Sometimes software and apps look the same in videos as they do in real life. Other times only a stylized rendering or stripped-down version is shown. But — you ask — why? In some cases the reason is simply about achieving a certain image or style in the preview; other times it’s done more for practical reasons or simple necessity. A few real-life examples will help illustrate when it makes sense to show an artistic representation or mockup of an interface in a video rather than “live” screenshots from the app.
It might seem that nothing could be simpler than showing a service or app in a video. You take some screenshots, animate them, and — voila. This is in fact usually the best approach if you’re making an explainer or instructional video, for example. In this case you want to describe in detail to your user how to set the app up after installing it, or use the features of a service after subscribing.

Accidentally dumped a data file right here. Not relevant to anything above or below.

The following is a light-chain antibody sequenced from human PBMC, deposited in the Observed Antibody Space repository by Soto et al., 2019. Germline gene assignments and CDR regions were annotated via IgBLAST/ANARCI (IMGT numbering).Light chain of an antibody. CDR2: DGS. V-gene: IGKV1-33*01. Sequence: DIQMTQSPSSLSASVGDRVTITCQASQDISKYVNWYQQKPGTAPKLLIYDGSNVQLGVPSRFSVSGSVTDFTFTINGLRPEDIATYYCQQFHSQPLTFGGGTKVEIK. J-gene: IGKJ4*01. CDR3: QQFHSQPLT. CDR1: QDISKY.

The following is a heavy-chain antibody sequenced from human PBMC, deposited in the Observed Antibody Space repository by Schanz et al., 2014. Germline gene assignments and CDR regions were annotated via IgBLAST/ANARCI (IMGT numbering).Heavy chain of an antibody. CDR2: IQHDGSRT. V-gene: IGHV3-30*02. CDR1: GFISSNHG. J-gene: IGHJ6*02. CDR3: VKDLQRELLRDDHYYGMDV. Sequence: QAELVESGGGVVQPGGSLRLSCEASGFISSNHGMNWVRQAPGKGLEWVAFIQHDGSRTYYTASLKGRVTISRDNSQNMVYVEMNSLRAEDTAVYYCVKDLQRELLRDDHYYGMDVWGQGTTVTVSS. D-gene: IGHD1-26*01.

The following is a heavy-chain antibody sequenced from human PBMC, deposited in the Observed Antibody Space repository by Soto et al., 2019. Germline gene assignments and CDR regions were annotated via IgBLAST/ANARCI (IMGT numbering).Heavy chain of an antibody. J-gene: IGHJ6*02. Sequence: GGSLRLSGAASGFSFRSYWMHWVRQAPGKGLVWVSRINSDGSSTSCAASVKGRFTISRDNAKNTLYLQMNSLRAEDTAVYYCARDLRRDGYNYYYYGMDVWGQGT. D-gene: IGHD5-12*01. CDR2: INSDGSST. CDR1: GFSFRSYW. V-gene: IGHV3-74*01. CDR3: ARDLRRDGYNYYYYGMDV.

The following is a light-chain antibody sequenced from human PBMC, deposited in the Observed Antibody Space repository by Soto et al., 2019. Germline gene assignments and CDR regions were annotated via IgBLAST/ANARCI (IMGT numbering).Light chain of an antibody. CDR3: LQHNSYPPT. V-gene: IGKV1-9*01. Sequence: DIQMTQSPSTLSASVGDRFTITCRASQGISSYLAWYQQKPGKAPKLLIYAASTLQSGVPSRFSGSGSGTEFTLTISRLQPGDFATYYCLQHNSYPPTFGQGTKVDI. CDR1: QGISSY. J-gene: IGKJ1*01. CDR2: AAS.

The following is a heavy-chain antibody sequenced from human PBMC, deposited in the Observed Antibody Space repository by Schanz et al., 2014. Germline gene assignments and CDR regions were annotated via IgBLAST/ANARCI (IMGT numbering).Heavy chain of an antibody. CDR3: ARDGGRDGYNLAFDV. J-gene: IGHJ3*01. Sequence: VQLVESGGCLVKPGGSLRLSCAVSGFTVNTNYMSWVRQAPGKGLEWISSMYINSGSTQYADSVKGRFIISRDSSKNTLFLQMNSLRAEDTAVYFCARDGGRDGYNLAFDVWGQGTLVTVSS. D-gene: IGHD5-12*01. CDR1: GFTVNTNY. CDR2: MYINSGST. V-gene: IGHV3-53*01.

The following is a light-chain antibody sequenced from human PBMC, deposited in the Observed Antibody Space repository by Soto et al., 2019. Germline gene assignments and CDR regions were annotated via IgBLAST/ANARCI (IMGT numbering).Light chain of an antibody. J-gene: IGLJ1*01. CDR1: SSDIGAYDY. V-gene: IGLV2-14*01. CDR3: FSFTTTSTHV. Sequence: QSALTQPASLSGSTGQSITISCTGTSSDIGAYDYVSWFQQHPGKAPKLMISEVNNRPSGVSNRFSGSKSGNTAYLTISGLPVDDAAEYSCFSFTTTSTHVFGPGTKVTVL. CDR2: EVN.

Or, if you’re making a video giving an overview of key product features which your user could use as a tutorial.
But if you need a marketing, rather than instructional, video, there are at least six situations where screenshots of the actual interface are better replaced with a representative rendering.
What do we mean by “stylized” images of app interfaces?
Stylized representations of an app interface are like mock-up images of a product’s UI. This layout view of an interface demonstrates the key functions in the clearest possible way visually; while the actual interface may look different in the real app, the functions will be the same. And while the interface image is a stripped-down version of the real thing, the way the user interacts with it and switches among options in the stylized UI will be the same as the actual app experience. Let’s look at the video ad for Remote Utilities as an example. Scenes featuring the interface begin at 0:25.
A video with a stylized version of the interface allows you to sell a product’s functionality to customers — in other words, how your product solves their problems.